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October 1, 2013

Government powers down; Obama to address country

WASHINGTON — Congress plunged the nation into a partial government shutdown Tuesday, forcing some 800,000 federal workers off the job as a protracted dispute over President Barack Obama's signature health care law reached the boiling point. Obama readied a midday statement to the nation while Democrats and Republicans at the Capitol blamed each other for the first shutdown in nearly two decades.

"Closed" signs and barricades sprang up early Tuesday at the Lincoln Memorial, and national parks and many federal workplaces across the country followed suit. Agencies like NASA and the Environmental Protection Agency were virtually shuttered.

But people classified as essential government employees — such as air traffic controllers, Border Patrol agents and most food inspectors — will continue to work. So will members of the military and employees whose jobs are financed through fees, such as State Department workers who issue passports and visas.

With the Republican-controlled House and Democratic-controlled Senate stalemated, it was unclear how long the shutdown — and the loss of some government programs and services — could last. The Senate early Tuesday rejected the House's call to form a negotiating committee to resolve the deadlock.

Moments after the vote, Senate Majority Leader Harry Reid, D-Nev., laid full blame on House Republicans, declaring, "The government is closed because of the irrationality of what's going on on the other side of the Capitol."

But Republican Sen. John Cornyn of Texas said GOP lawmakers were listening to constituents who want to "stop the runaway train called the federal government." Their message, he said, is "Stay strong."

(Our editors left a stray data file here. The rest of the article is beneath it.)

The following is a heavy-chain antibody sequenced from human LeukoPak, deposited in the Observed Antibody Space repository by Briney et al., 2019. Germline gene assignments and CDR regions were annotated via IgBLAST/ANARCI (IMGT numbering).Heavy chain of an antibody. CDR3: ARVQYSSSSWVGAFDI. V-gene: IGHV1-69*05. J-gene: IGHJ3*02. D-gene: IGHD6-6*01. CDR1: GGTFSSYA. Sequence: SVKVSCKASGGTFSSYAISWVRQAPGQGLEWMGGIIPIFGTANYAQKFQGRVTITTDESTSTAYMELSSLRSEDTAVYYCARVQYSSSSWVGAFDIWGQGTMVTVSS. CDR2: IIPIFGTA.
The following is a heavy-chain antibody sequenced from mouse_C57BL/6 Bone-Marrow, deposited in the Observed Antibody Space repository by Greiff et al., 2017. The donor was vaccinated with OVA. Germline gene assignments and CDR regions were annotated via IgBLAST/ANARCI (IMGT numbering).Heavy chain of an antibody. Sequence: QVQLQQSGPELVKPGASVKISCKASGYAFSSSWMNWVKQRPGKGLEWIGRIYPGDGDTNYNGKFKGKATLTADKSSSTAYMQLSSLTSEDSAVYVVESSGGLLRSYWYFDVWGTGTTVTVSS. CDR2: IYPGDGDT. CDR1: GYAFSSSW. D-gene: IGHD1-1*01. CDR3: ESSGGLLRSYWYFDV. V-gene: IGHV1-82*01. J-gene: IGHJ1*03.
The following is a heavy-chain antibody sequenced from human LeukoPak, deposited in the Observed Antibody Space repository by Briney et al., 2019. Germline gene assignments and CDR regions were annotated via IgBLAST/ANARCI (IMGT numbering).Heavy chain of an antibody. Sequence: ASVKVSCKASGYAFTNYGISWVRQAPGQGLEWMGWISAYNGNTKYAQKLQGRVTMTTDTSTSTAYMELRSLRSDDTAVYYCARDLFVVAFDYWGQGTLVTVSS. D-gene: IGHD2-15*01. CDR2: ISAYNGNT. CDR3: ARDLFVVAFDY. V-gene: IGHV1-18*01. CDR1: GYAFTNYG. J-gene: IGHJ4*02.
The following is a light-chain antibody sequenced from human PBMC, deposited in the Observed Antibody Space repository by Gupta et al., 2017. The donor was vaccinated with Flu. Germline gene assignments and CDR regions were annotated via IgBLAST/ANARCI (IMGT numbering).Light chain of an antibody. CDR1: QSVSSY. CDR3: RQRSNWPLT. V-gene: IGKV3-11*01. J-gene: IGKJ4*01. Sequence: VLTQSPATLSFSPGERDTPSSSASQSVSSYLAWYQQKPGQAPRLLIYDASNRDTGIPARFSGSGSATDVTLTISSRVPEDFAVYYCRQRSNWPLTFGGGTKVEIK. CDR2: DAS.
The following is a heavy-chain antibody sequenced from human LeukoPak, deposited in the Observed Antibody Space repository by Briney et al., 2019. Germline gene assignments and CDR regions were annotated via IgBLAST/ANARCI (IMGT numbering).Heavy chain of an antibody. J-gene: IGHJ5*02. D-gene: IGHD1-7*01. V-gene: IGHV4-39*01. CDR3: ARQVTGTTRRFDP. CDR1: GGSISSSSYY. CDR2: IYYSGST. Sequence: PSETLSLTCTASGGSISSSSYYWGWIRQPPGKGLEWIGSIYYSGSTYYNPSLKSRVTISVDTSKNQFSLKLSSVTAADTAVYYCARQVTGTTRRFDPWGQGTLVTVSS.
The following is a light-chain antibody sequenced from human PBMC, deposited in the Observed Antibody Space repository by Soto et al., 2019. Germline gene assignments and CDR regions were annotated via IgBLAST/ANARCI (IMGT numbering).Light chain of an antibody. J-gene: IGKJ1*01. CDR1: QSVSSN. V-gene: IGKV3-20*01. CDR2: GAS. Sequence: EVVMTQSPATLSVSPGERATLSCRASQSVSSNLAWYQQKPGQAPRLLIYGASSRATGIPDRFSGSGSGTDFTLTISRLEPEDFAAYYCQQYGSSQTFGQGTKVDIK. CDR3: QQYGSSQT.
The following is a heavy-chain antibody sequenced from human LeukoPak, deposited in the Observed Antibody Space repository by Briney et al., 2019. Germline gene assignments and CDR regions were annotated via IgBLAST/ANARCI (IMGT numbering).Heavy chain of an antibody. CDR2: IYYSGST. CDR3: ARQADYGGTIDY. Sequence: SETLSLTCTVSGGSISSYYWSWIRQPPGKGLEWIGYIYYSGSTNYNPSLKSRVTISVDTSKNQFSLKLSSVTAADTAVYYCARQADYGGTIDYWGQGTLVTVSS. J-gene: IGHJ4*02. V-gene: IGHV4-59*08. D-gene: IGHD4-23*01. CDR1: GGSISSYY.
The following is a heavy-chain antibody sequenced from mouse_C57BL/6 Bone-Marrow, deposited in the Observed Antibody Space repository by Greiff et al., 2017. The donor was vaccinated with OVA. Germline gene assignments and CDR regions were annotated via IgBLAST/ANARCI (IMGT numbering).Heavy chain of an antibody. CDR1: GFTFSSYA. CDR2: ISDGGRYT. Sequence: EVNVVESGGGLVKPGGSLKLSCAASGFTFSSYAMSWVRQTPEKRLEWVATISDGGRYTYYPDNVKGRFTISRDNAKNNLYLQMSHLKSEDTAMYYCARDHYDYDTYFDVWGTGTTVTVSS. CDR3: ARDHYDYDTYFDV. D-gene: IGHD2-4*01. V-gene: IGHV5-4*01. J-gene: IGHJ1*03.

Obama communications director Jennifer Palmieri told MSNBC that the White House was open to changes in the health care law in future negotiations, but not as part of passing a budget bill. She compared that to negotiating with "a gun pointed to your head."

Obama was meeting with citizens signing up for his health care program on the opening day of enrollment. Then he planned to make a statement about the shutdown in a lunch-hour speech in the Rose Garden.

In the House, conservative Rep. Marsha Blackburn predicted the standoff might drag on for days if Obama and Senate Democrats refused to bargain. "People are going to realize they can live with a lot less government," Blackburn, R-Tenn., told Fox News.

Another Republican, Rep. Scott Rigell of Virginia, whose Norfolk-area district includes tens of thousands of military members and their families, tweeted "We fought the good fight. Time for a clean CR" — referring to a continuing resolution that would reopen the government without addressing health care.

The health care law itself was unaffected Tuesday as enrollment opened for millions of people shopping for medical insurance.

It was the first shutdown since a budget battle between Republicans in Congress and Democratic President Bill Clinton in the winter of 1995-1996.

Congress itself was affected. Some staffers were furloughed and hearings were postponed. The U.S. Capitol canceled tours not personally led by lawmakers. Democratic Sen. Tom Carper sent an email to his Delaware constituents telling them not to expect responses to their emails and phone calls.